Saturday, July 30, 2016

Insiders or outsiders: who runs public school districts better? - The Washington Post

Insiders or outsiders: who runs public school districts better? - The Washington Post:

Insiders or outsiders: who runs public school districts better?

Muriel Bowser, the mayor of Washington D.C., is in the market for a new leader of the city’s public school system. The current occupant of the job, Kaya Henderson, is leaving in a few months and Bowser has launched a nationwide search for a successor. Who and what should she be looking for? Someone from inside the district? Outside?
In this post, education historian Larry Cuban looks at the historical trends of district leadership — and offers the D.C. mayor some advice about how to make a solid decision. Cuban is as qualified as anyone to write about the subject. He was a high school social studies teacher for 14 years, a district superintendent (seven years in Arlington, VA), and is professor emeritus of education at Stanford University, where he has taught for more than two decades. He is the author of numerous books, including “Inside the Black Box of Classroom Practice: Change without Reform in American Education.” This appeared on his education blog and he gave me permission to republish.
By Larry Cuban
In Los Angeles Unified School District, the school board appointed an insider — Michelle King — superintendent earlier this year after a string of prior superintendents came from outside the district.
In New York City, Mayor Bill De Blasio appointed an insider – Carmen Farina –   as chancellor in 2014 after then Mayor Michael Bloomberg had appointed three outsiders since 2000.
These appointments of insiders to big-city districts, people who spent their careers within the district as teachers, principals, and district office administrators, are the exception, not the rule. For large urban districts, the rule has been to appoint outsiders who promise major changes in course to solve serious problems.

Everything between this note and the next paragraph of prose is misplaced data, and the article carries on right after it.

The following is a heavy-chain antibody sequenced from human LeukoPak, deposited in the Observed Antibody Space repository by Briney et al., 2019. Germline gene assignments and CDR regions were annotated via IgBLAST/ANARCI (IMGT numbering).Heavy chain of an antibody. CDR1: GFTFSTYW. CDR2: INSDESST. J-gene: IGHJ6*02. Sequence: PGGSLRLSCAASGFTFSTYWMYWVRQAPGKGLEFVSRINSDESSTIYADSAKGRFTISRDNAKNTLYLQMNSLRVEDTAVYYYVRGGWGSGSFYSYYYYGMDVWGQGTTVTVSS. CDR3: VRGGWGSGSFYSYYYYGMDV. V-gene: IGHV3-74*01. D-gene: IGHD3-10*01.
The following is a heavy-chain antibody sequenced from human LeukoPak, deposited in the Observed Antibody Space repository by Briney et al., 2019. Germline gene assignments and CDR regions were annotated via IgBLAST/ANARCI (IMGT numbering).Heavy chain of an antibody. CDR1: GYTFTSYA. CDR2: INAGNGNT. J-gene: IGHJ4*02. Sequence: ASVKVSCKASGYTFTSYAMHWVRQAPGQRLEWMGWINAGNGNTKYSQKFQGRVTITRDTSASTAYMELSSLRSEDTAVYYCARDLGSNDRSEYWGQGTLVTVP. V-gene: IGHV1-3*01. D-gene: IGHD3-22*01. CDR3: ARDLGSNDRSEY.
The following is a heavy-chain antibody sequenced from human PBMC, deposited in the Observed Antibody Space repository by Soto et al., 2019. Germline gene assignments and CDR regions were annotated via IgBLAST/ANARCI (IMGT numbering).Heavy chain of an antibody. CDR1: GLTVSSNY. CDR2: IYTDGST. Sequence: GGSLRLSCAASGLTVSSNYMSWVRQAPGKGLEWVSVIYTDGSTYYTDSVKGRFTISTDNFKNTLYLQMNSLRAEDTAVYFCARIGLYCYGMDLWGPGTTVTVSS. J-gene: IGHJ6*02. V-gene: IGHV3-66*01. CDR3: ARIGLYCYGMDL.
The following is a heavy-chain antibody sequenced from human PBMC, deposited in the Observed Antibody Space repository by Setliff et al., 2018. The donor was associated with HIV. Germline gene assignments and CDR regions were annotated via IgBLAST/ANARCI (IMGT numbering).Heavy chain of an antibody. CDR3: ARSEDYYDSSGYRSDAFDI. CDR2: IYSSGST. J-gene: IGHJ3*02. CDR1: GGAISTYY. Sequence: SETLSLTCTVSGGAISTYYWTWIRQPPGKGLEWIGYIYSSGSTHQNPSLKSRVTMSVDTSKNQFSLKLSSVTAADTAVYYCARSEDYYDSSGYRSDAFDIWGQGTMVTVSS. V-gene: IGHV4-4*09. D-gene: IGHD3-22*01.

Why is that?
Outsiders have been appointed time and again in these districts because the unspoken and strong belief was that the serious educational, social, and political problems besetting the schools needed an innovative, energetic outsider, someone supposedly unbeholden to those inside the district.
An outsider, policy elites assumed, would shake the system by the scruff of its neck in turning around a failing district – “disrupt” is the fashionable word today. Insiders who had risen through the ranks would prize stability while looking for incremental improvements. Insiders  immersed in a network of relationships with peers and subordinates would supposedly be reluctant to disturb bureaucratic procedures, rules in effect for decades, and bonds of affection and respect for long-time peers and subordinates. Insiders would be loath to importing new staff and  innovations from elsewhere. They would rather seek new ideas and programs from sharp, knowledgeable insiders.
These strongly held beliefs about insiders and outsiders have shaped the appointment of superintendents to big city posts for well over a half-century.
In brief, the folk wisdom surrounding superintendents or chancellors heading urban districts says to appoint insiders if you like what has been happening in the system under the exiting superintendent in order to extend and protect what is working well for students, teachers, and the community. Stability and tweaking what works is the order of the day when insiders are Insiders or outsiders: who runs public school districts better? - The Washington Post:

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